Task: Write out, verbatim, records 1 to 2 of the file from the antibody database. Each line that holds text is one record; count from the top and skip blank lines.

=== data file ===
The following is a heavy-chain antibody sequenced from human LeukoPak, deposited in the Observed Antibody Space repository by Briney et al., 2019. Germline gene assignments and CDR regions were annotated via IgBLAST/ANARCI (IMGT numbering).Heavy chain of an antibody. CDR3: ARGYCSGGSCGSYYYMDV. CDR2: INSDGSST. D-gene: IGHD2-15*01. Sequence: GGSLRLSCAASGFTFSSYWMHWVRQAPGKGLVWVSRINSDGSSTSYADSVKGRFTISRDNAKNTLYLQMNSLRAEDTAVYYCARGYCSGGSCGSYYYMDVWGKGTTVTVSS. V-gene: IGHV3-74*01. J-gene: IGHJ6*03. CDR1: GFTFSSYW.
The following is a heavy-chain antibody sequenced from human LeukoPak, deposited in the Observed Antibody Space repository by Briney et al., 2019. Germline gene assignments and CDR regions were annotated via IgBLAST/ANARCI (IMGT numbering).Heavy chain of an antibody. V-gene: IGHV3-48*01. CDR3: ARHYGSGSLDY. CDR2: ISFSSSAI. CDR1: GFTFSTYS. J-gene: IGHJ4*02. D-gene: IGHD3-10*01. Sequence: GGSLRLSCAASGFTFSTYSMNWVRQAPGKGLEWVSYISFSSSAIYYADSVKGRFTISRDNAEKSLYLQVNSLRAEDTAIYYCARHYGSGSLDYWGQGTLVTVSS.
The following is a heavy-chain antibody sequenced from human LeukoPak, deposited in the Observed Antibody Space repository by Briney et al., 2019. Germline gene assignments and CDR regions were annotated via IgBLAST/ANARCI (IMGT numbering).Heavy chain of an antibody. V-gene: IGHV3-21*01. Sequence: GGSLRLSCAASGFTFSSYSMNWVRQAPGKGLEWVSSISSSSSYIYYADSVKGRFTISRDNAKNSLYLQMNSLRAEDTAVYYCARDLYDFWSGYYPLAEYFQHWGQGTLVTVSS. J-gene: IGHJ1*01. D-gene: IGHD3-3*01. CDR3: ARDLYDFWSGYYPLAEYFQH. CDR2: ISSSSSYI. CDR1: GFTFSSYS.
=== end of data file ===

The following is a heavy-chain antibody sequenced from human LeukoPak, deposited in the Observed Antibody Space repository by Briney et al., 2019. Germline gene assignments and CDR regions were annotated via IgBLAST/ANARCI (IMGT numbering).Heavy chain of an antibody. CDR3: ARGYCSGGSCGSYYYMDV. CDR2: INSDGSST. D-gene: IGHD2-15*01. Sequence: GGSLRLSCAASGFTFSSYWMHWVRQAPGKGLVWVSRINSDGSSTSYADSVKGRFTISRDNAKNTLYLQMNSLRAEDTAVYYCARGYCSGGSCGSYYYMDVWGKGTTVTVSS. V-gene: IGHV3-74*01. J-gene: IGHJ6*03. CDR1: GFTFSSYW.
The following is a heavy-chain antibody sequenced from human LeukoPak, deposited in the Observed Antibody Space repository by Briney et al., 2019. Germline gene assignments and CDR regions were annotated via IgBLAST/ANARCI (IMGT numbering).Heavy chain of an antibody. V-gene: IGHV3-48*01. CDR3: ARHYGSGSLDY. CDR2: ISFSSSAI. CDR1: GFTFSTYS. J-gene: IGHJ4*02. D-gene: IGHD3-10*01. Sequence: GGSLRLSCAASGFTFSTYSMNWVRQAPGKGLEWVSYISFSSSAIYYADSVKGRFTISRDNAEKSLYLQVNSLRAEDTAIYYCARHYGSGSLDYWGQGTLVTVSS.